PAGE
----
Living Cell’s brain implant is still mostly working after 4 years, shares rise 15pc
Health & Biotech
Health & Biotech
It’s taken four long years to get to this point but the latest data from Living Cell Technologies’ brain implant Parkinson’s disease drug shows it is safe and does work — mostly.
That detail alone was enough to send Living Cell (ASX:LCT) shares up 15 per cent on Monday morning to 5.4c.
The company’s drug NTCELL works by coating choroid plexus cells from newborn pigs — the cells that produce cerebrospinal fluid in the brain — and turning that into a capsule that can be implanted into the brain.
As Parkinson’s is a long-term, degenerative disorder, the company conducts regular follow-ups with patients who have received the treatment at varying intervals.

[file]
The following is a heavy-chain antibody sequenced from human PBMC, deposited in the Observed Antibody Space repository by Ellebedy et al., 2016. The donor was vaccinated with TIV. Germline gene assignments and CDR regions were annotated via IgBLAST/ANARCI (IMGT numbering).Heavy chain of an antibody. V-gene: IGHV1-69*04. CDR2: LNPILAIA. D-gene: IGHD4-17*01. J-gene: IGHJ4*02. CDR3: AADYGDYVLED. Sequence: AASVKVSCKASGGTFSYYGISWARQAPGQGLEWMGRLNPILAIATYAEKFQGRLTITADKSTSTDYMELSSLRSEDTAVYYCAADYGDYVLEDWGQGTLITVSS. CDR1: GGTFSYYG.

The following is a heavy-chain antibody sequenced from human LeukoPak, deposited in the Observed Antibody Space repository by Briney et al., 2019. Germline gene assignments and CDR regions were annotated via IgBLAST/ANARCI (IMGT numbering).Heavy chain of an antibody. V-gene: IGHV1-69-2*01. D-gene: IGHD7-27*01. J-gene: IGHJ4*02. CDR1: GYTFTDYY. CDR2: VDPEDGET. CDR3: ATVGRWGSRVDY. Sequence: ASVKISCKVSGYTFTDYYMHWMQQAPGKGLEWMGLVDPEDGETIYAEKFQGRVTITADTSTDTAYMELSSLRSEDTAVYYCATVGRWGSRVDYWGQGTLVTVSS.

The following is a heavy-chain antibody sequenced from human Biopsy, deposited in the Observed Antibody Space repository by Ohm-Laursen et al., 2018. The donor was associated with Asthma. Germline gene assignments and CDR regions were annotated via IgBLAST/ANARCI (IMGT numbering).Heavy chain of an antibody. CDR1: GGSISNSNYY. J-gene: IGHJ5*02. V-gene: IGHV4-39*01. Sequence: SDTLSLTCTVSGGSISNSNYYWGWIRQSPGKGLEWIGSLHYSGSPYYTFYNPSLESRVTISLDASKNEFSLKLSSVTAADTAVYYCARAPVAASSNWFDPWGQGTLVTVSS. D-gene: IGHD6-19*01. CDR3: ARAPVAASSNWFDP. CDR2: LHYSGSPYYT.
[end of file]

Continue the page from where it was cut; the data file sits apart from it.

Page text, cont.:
This morning it said it had received data from a four-year follow-up of four patients who received NTCELL in Phase I and Phase IIa trials designed to test safety and efficacy.
One patient “continues to show clinically significant improvement in Parkinson’s disease symptoms”, two patients showed no change and one patient withdrew at the two-year mark in order to seek deep brain stimulation (DBS) treatment.
“This data should be regarded as individual case studies. The small patient number and variability of the disease limit conclusions regarding efficacy. It is encouraging that no safety issues have occurred,” chief Dr Ken Taylor said.
He added that Phase IIb data at the two-year follow-up mark will be read out by May this year.
The company received a 47 per cent share price bump back in November, when initial analysis of that data from 18 months of follow-up showed “statistically significant improvement” in patients who received 80 microcapsules of NTCELL.